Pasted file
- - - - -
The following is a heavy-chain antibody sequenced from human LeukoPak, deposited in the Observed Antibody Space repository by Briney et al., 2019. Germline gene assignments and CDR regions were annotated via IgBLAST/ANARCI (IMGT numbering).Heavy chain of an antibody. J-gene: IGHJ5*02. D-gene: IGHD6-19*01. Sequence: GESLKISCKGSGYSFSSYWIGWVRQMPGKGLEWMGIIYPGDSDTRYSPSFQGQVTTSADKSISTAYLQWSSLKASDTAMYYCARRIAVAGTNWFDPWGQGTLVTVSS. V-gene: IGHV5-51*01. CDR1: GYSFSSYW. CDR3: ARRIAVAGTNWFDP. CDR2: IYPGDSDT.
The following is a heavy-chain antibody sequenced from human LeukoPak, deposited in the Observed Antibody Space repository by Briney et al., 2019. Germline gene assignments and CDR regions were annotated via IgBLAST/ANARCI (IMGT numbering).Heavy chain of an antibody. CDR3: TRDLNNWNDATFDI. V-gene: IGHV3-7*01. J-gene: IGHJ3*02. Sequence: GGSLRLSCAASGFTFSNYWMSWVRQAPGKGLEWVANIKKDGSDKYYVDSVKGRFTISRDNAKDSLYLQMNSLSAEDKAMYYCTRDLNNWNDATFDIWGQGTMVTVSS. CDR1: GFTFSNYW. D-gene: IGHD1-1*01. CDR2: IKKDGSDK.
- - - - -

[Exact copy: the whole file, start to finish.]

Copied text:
The following is a heavy-chain antibody sequenced from human LeukoPak, deposited in the Observed Antibody Space repository by Briney et al., 2019. Germline gene assignments and CDR regions were annotated via IgBLAST/ANARCI (IMGT numbering).Heavy chain of an antibody. J-gene: IGHJ5*02. D-gene: IGHD6-19*01. Sequence: GESLKISCKGSGYSFSSYWIGWVRQMPGKGLEWMGIIYPGDSDTRYSPSFQGQVTTSADKSISTAYLQWSSLKASDTAMYYCARRIAVAGTNWFDPWGQGTLVTVSS. V-gene: IGHV5-51*01. CDR1: GYSFSSYW. CDR3: ARRIAVAGTNWFDP. CDR2: IYPGDSDT.
The following is a heavy-chain antibody sequenced from human LeukoPak, deposited in the Observed Antibody Space repository by Briney et al., 2019. Germline gene assignments and CDR regions were annotated via IgBLAST/ANARCI (IMGT numbering).Heavy chain of an antibody. CDR3: TRDLNNWNDATFDI. V-gene: IGHV3-7*01. J-gene: IGHJ3*02. Sequence: GGSLRLSCAASGFTFSNYWMSWVRQAPGKGLEWVANIKKDGSDKYYVDSVKGRFTISRDNAKDSLYLQMNSLSAEDKAMYYCTRDLNNWNDATFDIWGQGTMVTVSS. CDR1: GFTFSNYW. D-gene: IGHD1-1*01. CDR2: IKKDGSDK.